9. In an amusement device, a base, a horizontally swinging gun mount on said base, a gun carried by said mount, a rigid arm extending laterally from said mount, a shoe, yielding means mounting said shoe on said arm, a driven cam coacting with said shoe to alternately swing said arm in one direction and release it, and means for returning said arm after release, said yielding mounting means serving to absorb the shock when the shoe is returned against the cam.
10. In an amusement device, a base, a horizontally swinging gun mount on said base, a gun carried by said mount, a rigid arm extending laterally from said mount, and having its free end turned laterally, a horizontally elongated plate slidably mounted on said laterally turned end of said arm and having on its outer end a shoe, a spring for forcing said plate outwardly, and a driven cam coacting with said shoe to alternately swing said arm in one direction and release it, and means for returning said arm after its release.
11. In an amusement device, a spring gun having a trigger and a spring-setting lever, and a target movably mounted on said lever and connected with said trigger for shooting the gun when struck.
12. An amusement device comprising a movably mounted gun having a trigger and a target connected with said trigger, together with means for bodily moving said gun and target to render the latter diflicult to strike.
13. In an amusement device, a gun having a trigger and a target connected with said trigger for shooting the gun when struck, together with means for swinging said gun and target both horizontally and vertically to render the target hard to strike.
14:.- In an amusement device, a gun having a trigger and a target connected with said trigger for shooting the gun when struck, together with means for moving said gun and target in a to and fro manner and for moving them different distances, whereby to render the target diificult to strike.
15. In an amusement device, a spring gun, a target connected therewith for shooting the gun when struck, and means having a single control handle for resetting the gun spring and the target at a single operation.
16. In an amusement device, a gun having a spring operated plunger, a lever connected with said plunger for setting the same against the action of the spring, means for holding said plunger in set position, a target movably mounted on said lever and associated with said holding means for releasing the same when the target is struck, and means for moving said target with respect to the lever to reset said target when said lever is operated to reset said plunger.
17. In an amusement device, a gun, a lever for setting said gun, a latch for holding the gun in set position and a trigger for releasing said latch, a trip on said lever for effecting movement of said trigger, and a target movably mounted on said lever and connected with said trip to move the same to trigger releasing position when the target is struck.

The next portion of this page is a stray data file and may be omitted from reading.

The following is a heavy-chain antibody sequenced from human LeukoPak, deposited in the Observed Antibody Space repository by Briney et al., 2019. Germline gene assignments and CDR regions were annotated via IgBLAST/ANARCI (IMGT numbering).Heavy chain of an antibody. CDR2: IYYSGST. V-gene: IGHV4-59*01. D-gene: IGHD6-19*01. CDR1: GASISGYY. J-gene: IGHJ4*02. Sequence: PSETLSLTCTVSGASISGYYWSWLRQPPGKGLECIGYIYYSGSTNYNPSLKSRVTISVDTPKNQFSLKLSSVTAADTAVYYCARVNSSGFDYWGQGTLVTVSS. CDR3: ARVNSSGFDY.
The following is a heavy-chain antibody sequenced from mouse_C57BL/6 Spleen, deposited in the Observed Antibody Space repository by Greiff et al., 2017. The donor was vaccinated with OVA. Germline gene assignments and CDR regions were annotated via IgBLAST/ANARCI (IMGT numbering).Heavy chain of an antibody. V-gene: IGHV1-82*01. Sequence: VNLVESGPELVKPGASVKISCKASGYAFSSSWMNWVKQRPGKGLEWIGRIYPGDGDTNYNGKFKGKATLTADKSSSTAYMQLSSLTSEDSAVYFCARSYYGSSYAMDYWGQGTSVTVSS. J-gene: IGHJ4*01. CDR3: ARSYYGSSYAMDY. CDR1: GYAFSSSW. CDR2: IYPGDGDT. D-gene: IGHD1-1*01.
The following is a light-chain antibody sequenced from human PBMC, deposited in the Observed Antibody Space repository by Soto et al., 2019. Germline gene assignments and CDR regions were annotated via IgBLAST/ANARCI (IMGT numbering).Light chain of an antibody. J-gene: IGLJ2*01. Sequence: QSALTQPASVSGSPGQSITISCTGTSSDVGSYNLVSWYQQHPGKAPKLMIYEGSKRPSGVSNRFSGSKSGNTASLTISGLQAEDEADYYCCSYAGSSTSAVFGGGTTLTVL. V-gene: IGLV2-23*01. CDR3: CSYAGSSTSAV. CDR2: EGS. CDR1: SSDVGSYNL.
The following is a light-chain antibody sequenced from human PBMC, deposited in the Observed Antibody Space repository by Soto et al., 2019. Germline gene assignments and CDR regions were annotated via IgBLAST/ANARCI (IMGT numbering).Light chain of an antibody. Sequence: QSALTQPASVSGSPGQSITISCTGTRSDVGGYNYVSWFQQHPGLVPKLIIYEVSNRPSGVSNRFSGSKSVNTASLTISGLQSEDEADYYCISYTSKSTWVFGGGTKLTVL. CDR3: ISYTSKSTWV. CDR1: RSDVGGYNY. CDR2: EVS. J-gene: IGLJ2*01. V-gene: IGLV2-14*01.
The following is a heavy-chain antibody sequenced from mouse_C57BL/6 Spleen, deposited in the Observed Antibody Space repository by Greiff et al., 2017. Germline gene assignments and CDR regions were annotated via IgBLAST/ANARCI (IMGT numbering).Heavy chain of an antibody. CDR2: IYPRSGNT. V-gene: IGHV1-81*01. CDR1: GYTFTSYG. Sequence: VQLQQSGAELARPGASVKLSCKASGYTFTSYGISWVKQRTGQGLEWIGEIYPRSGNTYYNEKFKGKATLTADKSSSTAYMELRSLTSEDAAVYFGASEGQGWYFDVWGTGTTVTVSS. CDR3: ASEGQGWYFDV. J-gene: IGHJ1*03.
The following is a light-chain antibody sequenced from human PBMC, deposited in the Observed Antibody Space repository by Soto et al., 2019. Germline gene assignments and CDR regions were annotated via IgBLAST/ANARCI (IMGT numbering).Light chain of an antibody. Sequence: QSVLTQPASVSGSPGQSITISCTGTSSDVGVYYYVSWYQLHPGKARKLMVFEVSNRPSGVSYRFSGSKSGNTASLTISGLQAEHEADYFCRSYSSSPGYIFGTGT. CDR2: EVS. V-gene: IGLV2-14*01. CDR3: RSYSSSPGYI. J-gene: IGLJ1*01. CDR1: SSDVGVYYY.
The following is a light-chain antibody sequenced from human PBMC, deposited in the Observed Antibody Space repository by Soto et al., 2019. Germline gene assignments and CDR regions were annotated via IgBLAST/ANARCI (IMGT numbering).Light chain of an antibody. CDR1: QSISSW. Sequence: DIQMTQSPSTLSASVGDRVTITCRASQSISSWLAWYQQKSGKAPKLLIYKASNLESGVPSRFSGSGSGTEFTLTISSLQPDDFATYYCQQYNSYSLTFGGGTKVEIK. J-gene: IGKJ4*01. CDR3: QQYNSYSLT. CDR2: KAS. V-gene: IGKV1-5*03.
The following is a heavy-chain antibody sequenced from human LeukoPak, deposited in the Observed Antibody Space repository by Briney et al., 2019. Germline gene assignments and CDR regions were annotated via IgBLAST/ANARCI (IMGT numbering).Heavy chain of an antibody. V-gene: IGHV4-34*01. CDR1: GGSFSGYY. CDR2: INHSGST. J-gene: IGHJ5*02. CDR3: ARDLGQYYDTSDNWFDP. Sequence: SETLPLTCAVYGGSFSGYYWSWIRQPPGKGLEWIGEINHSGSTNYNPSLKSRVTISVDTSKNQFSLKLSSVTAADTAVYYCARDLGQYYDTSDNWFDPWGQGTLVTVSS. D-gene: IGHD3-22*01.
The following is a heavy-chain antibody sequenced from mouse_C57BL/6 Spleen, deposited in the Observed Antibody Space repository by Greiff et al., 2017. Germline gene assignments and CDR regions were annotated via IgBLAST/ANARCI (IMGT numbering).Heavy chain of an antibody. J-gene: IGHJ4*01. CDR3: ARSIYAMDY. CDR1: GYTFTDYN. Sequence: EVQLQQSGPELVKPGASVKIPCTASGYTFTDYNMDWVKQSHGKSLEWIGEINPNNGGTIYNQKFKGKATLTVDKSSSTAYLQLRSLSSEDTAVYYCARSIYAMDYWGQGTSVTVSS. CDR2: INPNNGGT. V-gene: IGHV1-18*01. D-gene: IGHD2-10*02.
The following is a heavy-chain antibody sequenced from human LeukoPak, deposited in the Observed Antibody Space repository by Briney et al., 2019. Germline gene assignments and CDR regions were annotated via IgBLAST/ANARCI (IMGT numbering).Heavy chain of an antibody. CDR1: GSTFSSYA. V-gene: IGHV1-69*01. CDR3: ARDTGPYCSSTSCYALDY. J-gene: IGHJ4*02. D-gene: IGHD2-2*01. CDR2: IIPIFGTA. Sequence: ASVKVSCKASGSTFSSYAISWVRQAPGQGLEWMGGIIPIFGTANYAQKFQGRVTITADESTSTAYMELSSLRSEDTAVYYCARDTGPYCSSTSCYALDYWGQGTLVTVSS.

18. In an amusement device, a gun, a lever for setting said gun, a latch for holding the gun in set position and a trigger for releasing said latch, a trip on said lever for efiecting movement of said trigger, a target movably mounted on said lever and connected with said trip to move the same to trigger releasing position when the target is struck, and means for automatically resetting said target, said trip and said trigger when said lever is operated to reset the gun.
19. In an amusement device, a gun, a lever for setting said gun, a latch for holding the gun in set position and a trigger for re leasing said latch, a trip on said lever for effecting movement of said trigger, a target movably mounted on said lever and connected with said trip to move the same to trigger releasing position when the target is struck, and. cam trackage for resetting said trip and said target when said lever is operated to reset the gun.
20. In an amusement device, a gun, a lever for setting said gun, a latch for holding the gun in set position and a trigger for releasing said latch, a vertically movable trip mounted on said lever for effecting movement of said trigger, a target movably mounted on said lever and connected with said trip for lowering the latter to active position when the target is struck, a cam track for partly raising said trip to inactive position when said lever is moved in one direction to reset the gun, said lever being then idly movable in the other direction, and an additional cam track for completing the raising of said trip and the consequent resetting of the target during said idle move" ment of the lever.
21. In an amusement device, a gun. a lever for setting said gun, a latch for holding the gun in set position and a trigger for releasing said latch, a spring for moving said trigger, a second latch for normally holding said trigger, a second trigger for releasing said second latch, a trip mounted on said lever for actuating said second trigger, and a target movably mounted on said lever and connected with said trip for actuating the latter when the target is struck,
22. A un comprising a support, a gun barrel mounted thereon, a spring actuated piston in said barrel having a piston rod extending rearwardly to the exterior of-the barrel, a. shoulder on said rod behind the barrel, a collar slidable on said rod between said shoulder and the barrel, a cushioning spring between said collar and-the barrel, a lever fulcrumed on said support, and conset position.
, In testimony whereof I have hereunto set my hand in the presence of two subscribing 20 witnesses.
GEORGE .ZINT. Witnesses:
FRANK P. CONNAUGHTON,
L. M. START.